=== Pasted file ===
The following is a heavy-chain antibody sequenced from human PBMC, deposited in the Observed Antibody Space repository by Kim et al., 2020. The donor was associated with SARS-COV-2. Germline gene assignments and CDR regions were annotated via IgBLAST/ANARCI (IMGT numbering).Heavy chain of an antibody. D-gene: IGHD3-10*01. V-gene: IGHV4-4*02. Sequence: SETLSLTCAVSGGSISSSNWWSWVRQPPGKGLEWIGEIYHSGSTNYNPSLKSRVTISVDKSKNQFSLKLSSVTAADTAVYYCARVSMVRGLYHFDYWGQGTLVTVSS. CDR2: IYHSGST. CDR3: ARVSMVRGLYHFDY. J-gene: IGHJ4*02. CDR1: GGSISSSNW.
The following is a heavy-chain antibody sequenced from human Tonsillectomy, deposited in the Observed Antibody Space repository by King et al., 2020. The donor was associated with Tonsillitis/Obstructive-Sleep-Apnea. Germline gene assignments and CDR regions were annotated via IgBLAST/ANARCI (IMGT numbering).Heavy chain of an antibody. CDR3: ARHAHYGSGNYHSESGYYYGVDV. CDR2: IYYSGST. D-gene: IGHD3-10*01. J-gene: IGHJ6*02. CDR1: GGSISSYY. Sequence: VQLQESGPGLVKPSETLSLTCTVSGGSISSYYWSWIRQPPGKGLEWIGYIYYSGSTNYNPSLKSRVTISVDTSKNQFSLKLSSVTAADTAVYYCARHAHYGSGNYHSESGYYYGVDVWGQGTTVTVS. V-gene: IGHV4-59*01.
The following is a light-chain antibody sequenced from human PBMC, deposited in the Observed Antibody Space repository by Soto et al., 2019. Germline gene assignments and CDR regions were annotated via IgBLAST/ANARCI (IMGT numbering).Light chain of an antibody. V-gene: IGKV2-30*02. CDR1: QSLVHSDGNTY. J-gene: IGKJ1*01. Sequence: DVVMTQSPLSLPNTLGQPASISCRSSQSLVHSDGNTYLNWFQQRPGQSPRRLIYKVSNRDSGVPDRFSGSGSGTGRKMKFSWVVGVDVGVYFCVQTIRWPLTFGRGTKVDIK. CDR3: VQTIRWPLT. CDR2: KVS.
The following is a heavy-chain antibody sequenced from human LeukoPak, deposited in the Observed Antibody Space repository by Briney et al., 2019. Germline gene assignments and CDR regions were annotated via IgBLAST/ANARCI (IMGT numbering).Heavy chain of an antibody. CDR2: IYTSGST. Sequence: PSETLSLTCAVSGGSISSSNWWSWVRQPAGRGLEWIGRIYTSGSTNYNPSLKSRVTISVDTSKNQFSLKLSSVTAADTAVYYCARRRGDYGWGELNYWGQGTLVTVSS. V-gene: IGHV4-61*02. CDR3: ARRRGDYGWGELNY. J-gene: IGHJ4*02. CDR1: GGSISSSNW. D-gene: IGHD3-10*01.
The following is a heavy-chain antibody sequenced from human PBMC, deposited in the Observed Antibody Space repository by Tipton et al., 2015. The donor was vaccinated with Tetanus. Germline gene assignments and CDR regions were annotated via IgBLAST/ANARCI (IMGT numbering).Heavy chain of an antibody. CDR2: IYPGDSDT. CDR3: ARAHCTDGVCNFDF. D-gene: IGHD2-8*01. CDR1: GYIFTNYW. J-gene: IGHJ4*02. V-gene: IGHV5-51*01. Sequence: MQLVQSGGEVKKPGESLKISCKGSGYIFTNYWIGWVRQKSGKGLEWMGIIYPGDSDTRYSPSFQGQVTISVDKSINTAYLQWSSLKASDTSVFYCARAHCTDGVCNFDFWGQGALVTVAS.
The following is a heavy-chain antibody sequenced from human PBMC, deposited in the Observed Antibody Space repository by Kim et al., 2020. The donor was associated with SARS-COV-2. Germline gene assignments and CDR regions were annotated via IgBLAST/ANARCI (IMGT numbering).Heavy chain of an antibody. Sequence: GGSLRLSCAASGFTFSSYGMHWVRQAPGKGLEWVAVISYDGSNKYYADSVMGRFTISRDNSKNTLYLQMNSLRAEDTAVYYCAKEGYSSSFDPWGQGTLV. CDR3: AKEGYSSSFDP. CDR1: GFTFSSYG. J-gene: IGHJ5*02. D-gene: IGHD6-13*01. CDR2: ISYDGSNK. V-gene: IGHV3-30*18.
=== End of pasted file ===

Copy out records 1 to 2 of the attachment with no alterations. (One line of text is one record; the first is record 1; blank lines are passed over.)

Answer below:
The following is a heavy-chain antibody sequenced from human PBMC, deposited in the Observed Antibody Space repository by Kim et al., 2020. The donor was associated with SARS-COV-2. Germline gene assignments and CDR regions were annotated via IgBLAST/ANARCI (IMGT numbering).Heavy chain of an antibody. D-gene: IGHD3-10*01. V-gene: IGHV4-4*02. Sequence: SETLSLTCAVSGGSISSSNWWSWVRQPPGKGLEWIGEIYHSGSTNYNPSLKSRVTISVDKSKNQFSLKLSSVTAADTAVYYCARVSMVRGLYHFDYWGQGTLVTVSS. CDR2: IYHSGST. CDR3: ARVSMVRGLYHFDY. J-gene: IGHJ4*02. CDR1: GGSISSSNW.
The following is a heavy-chain antibody sequenced from human Tonsillectomy, deposited in the Observed Antibody Space repository by King et al., 2020. The donor was associated with Tonsillitis/Obstructive-Sleep-Apnea. Germline gene assignments and CDR regions were annotated via IgBLAST/ANARCI (IMGT numbering).Heavy chain of an antibody. CDR3: ARHAHYGSGNYHSESGYYYGVDV. CDR2: IYYSGST. D-gene: IGHD3-10*01. J-gene: IGHJ6*02. CDR1: GGSISSYY. Sequence: VQLQESGPGLVKPSETLSLTCTVSGGSISSYYWSWIRQPPGKGLEWIGYIYYSGSTNYNPSLKSRVTISVDTSKNQFSLKLSSVTAADTAVYYCARHAHYGSGNYHSESGYYYGVDVWGQGTTVTVS. V-gene: IGHV4-59*01.